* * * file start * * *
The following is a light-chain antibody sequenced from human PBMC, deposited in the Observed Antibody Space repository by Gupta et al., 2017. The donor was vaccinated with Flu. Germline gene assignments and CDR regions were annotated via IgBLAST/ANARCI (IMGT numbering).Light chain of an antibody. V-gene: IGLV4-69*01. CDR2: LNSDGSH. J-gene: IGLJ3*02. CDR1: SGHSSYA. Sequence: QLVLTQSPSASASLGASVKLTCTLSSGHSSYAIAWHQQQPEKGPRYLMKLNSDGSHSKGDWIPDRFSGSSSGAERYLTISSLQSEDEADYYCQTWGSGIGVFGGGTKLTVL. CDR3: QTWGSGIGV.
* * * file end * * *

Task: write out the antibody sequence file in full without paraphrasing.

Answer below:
The following is a light-chain antibody sequenced from human PBMC, deposited in the Observed Antibody Space repository by Gupta et al., 2017. The donor was vaccinated with Flu. Germline gene assignments and CDR regions were annotated via IgBLAST/ANARCI (IMGT numbering).Light chain of an antibody. V-gene: IGLV4-69*01. CDR2: LNSDGSH. J-gene: IGLJ3*02. CDR1: SGHSSYA. Sequence: QLVLTQSPSASASLGASVKLTCTLSSGHSSYAIAWHQQQPEKGPRYLMKLNSDGSHSKGDWIPDRFSGSSSGAERYLTISSLQSEDEADYYCQTWGSGIGVFGGGTKLTVL. CDR3: QTWGSGIGV.